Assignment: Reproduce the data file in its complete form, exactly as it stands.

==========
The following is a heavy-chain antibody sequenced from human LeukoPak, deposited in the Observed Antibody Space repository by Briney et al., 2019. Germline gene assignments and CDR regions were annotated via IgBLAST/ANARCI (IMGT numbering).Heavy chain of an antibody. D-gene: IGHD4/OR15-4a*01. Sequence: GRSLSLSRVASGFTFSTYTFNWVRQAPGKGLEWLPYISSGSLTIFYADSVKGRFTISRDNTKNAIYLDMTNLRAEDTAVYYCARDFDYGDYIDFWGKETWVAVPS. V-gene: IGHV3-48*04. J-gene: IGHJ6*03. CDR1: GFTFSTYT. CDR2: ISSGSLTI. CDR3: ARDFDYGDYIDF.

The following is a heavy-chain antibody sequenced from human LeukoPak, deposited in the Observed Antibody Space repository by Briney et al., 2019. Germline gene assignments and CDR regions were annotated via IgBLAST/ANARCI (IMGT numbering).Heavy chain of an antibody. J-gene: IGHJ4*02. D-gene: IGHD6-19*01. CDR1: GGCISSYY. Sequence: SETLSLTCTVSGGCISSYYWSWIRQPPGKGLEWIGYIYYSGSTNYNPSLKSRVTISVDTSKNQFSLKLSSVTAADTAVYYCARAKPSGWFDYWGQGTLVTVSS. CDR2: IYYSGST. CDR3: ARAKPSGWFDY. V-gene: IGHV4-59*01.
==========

The following is a heavy-chain antibody sequenced from human LeukoPak, deposited in the Observed Antibody Space repository by Briney et al., 2019. Germline gene assignments and CDR regions were annotated via IgBLAST/ANARCI (IMGT numbering).Heavy chain of an antibody. D-gene: IGHD4/OR15-4a*01. Sequence: GRSLSLSRVASGFTFSTYTFNWVRQAPGKGLEWLPYISSGSLTIFYADSVKGRFTISRDNTKNAIYLDMTNLRAEDTAVYYCARDFDYGDYIDFWGKETWVAVPS. V-gene: IGHV3-48*04. J-gene: IGHJ6*03. CDR1: GFTFSTYT. CDR2: ISSGSLTI. CDR3: ARDFDYGDYIDF.

The following is a heavy-chain antibody sequenced from human LeukoPak, deposited in the Observed Antibody Space repository by Briney et al., 2019. Germline gene assignments and CDR regions were annotated via IgBLAST/ANARCI (IMGT numbering).Heavy chain of an antibody. J-gene: IGHJ4*02. D-gene: IGHD6-19*01. CDR1: GGCISSYY. Sequence: SETLSLTCTVSGGCISSYYWSWIRQPPGKGLEWIGYIYYSGSTNYNPSLKSRVTISVDTSKNQFSLKLSSVTAADTAVYYCARAKPSGWFDYWGQGTLVTVSS. CDR2: IYYSGST. CDR3: ARAKPSGWFDY. V-gene: IGHV4-59*01.